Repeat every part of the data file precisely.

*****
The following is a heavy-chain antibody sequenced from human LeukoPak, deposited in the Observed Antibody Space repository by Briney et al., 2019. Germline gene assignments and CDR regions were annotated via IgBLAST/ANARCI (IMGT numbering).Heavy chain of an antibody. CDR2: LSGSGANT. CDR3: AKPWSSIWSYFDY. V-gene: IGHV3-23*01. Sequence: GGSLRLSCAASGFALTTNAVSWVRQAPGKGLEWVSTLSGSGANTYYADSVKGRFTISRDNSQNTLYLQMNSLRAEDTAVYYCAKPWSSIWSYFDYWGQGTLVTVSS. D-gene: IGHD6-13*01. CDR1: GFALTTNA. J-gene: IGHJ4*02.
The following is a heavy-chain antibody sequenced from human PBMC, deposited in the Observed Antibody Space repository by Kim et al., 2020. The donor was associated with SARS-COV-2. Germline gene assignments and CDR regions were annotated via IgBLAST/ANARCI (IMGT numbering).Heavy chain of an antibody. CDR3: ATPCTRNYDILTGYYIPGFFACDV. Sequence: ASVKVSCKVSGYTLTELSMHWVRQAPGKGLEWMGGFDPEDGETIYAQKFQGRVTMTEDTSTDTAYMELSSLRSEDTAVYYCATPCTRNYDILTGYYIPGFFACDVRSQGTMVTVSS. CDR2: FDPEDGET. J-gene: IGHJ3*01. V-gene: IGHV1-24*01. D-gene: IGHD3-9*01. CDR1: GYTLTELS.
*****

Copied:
The following is a heavy-chain antibody sequenced from human LeukoPak, deposited in the Observed Antibody Space repository by Briney et al., 2019. Germline gene assignments and CDR regions were annotated via IgBLAST/ANARCI (IMGT numbering).Heavy chain of an antibody. CDR2: LSGSGANT. CDR3: AKPWSSIWSYFDY. V-gene: IGHV3-23*01. Sequence: GGSLRLSCAASGFALTTNAVSWVRQAPGKGLEWVSTLSGSGANTYYADSVKGRFTISRDNSQNTLYLQMNSLRAEDTAVYYCAKPWSSIWSYFDYWGQGTLVTVSS. D-gene: IGHD6-13*01. CDR1: GFALTTNA. J-gene: IGHJ4*02.
The following is a heavy-chain antibody sequenced from human PBMC, deposited in the Observed Antibody Space repository by Kim et al., 2020. The donor was associated with SARS-COV-2. Germline gene assignments and CDR regions were annotated via IgBLAST/ANARCI (IMGT numbering).Heavy chain of an antibody. CDR3: ATPCTRNYDILTGYYIPGFFACDV. Sequence: ASVKVSCKVSGYTLTELSMHWVRQAPGKGLEWMGGFDPEDGETIYAQKFQGRVTMTEDTSTDTAYMELSSLRSEDTAVYYCATPCTRNYDILTGYYIPGFFACDVRSQGTMVTVSS. CDR2: FDPEDGET. J-gene: IGHJ3*01. V-gene: IGHV1-24*01. D-gene: IGHD3-9*01. CDR1: GYTLTELS.